23. Even after its searches at review stage, however, it is apparent that the Council did not check the information provided to Mr Hardy thoroughly, as is shown by its provision of the "shell" emails. By the time the matter was further investigated following Mr Hardy's application to the Commissioner, the full emails had already been deleted from the Council's systems. It is difficult in all the circumstances (including the fact that Mr Hardy took five months after the review outcome to apply to the Commissioner) to characterise these deletions as inappropriate, but the fact remains that the information should have been checked more thoroughly when it was provided to Mr Hardy.

24. Given a more thorough check, and given the substantial amount of information provided, the Council might also have provided Mr Hardy with a schedule containing basic details of the documents, particularly the date of each document and a brief description. The list generated by the CD does not serve this purpose, containing only (for each document) a reference number and the date of uploading. While the actual date of each document can be found within the document itself, the Commissioner considers this to be a case where it would have been appropriate, in line with regulation 9(1) of the EIRs, for the Council to assist the applicant's ready understanding of the information by providing a schedule. In this connection, she notes that the Scottish Ministers' Code of Practice on the discharge of functions by Scottish public authorities under FOISA and the EIRs[1] states (in section 1.3 of part 2) that the obligation under regulation 9(1) continues at the point of providing information.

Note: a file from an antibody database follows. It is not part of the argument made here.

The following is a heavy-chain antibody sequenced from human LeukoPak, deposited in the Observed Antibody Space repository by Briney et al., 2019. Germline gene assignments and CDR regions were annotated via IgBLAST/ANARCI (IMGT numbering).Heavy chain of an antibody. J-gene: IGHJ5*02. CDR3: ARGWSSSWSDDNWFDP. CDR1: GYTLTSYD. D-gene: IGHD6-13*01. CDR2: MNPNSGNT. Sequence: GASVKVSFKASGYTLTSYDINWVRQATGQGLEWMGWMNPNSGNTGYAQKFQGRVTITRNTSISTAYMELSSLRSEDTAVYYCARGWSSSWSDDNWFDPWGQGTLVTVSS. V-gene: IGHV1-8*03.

25. While she does not consider it reasonable to require the creation of a schedule in retrospect, the Commissioner would remind the Council to consider in future cases whether it would be appropriate in the circumstances to provide one.

26. The Commissioner notes that the Council has apologised for its handling of the case, both to herself and to Mr Hardy. She has identified no evidence of a deliberate attempt to frustrate the request, as Mr Hardy suggested.


The Commissioner finds that Highland Council (the Council) failed to comply with the Environmental Information (Scotland) Regulations 2004 (the EIRs) in responding to the information request made by Mr Hardy. The Council failed to comply with regulation 5(1) of the EIRs by not identifying, locating and providing information that fell within the scope of the request. The Council also failed to comply with regulation 9(1) of the EIRs by failing to provide Mr Hardy with adequate advice and assistance when responding to his request.